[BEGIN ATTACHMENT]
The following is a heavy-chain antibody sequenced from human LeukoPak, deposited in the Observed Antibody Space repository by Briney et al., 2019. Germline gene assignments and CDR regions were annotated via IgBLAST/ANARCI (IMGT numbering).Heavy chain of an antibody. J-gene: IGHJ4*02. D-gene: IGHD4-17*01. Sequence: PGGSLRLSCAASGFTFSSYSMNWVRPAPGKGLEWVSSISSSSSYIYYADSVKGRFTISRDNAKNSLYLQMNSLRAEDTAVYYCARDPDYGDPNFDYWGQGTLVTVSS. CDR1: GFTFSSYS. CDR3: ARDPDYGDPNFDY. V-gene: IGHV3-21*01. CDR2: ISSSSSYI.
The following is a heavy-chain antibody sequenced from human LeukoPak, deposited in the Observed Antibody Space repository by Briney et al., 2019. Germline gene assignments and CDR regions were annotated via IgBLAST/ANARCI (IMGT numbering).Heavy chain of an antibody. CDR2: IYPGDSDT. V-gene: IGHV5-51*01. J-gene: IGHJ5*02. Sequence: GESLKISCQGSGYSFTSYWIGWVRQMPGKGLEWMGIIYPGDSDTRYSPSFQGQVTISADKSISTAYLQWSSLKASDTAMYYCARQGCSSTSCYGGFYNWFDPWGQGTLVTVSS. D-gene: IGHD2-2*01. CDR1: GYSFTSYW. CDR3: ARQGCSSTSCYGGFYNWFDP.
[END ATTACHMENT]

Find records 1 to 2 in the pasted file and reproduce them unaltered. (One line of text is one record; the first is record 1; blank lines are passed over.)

The following is a heavy-chain antibody sequenced from human LeukoPak, deposited in the Observed Antibody Space repository by Briney et al., 2019. Germline gene assignments and CDR regions were annotated via IgBLAST/ANARCI (IMGT numbering).Heavy chain of an antibody. J-gene: IGHJ4*02. D-gene: IGHD4-17*01. Sequence: PGGSLRLSCAASGFTFSSYSMNWVRPAPGKGLEWVSSISSSSSYIYYADSVKGRFTISRDNAKNSLYLQMNSLRAEDTAVYYCARDPDYGDPNFDYWGQGTLVTVSS. CDR1: GFTFSSYS. CDR3: ARDPDYGDPNFDY. V-gene: IGHV3-21*01. CDR2: ISSSSSYI.
The following is a heavy-chain antibody sequenced from human LeukoPak, deposited in the Observed Antibody Space repository by Briney et al., 2019. Germline gene assignments and CDR regions were annotated via IgBLAST/ANARCI (IMGT numbering).Heavy chain of an antibody. CDR2: IYPGDSDT. V-gene: IGHV5-51*01. J-gene: IGHJ5*02. Sequence: GESLKISCQGSGYSFTSYWIGWVRQMPGKGLEWMGIIYPGDSDTRYSPSFQGQVTISADKSISTAYLQWSSLKASDTAMYYCARQGCSSTSCYGGFYNWFDPWGQGTLVTVSS. D-gene: IGHD2-2*01. CDR1: GYSFTSYW. CDR3: ARQGCSSTSCYGGFYNWFDP.